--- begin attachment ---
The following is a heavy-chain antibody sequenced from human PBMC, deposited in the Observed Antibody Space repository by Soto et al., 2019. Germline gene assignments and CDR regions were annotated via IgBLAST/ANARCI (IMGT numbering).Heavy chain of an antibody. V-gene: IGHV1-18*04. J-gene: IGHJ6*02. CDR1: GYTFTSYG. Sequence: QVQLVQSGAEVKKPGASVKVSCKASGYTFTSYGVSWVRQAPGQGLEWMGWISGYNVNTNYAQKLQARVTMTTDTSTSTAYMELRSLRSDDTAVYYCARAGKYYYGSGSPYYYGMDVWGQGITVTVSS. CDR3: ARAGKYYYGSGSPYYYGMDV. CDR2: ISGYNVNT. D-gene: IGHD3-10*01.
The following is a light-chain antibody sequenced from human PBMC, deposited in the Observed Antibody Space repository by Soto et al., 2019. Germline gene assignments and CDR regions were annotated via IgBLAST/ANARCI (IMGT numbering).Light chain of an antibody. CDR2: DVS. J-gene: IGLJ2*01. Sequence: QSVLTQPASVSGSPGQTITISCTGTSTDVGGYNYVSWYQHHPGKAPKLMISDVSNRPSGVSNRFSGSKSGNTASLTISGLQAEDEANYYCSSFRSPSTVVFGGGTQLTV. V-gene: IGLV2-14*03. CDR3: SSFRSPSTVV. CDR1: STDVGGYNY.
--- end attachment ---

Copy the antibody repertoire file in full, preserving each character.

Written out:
The following is a heavy-chain antibody sequenced from human PBMC, deposited in the Observed Antibody Space repository by Soto et al., 2019. Germline gene assignments and CDR regions were annotated via IgBLAST/ANARCI (IMGT numbering).Heavy chain of an antibody. V-gene: IGHV1-18*04. J-gene: IGHJ6*02. CDR1: GYTFTSYG. Sequence: QVQLVQSGAEVKKPGASVKVSCKASGYTFTSYGVSWVRQAPGQGLEWMGWISGYNVNTNYAQKLQARVTMTTDTSTSTAYMELRSLRSDDTAVYYCARAGKYYYGSGSPYYYGMDVWGQGITVTVSS. CDR3: ARAGKYYYGSGSPYYYGMDV. CDR2: ISGYNVNT. D-gene: IGHD3-10*01.
The following is a light-chain antibody sequenced from human PBMC, deposited in the Observed Antibody Space repository by Soto et al., 2019. Germline gene assignments and CDR regions were annotated via IgBLAST/ANARCI (IMGT numbering).Light chain of an antibody. CDR2: DVS. J-gene: IGLJ2*01. Sequence: QSVLTQPASVSGSPGQTITISCTGTSTDVGGYNYVSWYQHHPGKAPKLMISDVSNRPSGVSNRFSGSKSGNTASLTISGLQAEDEANYYCSSFRSPSTVVFGGGTQLTV. V-gene: IGLV2-14*03. CDR3: SSFRSPSTVV. CDR1: STDVGGYNY.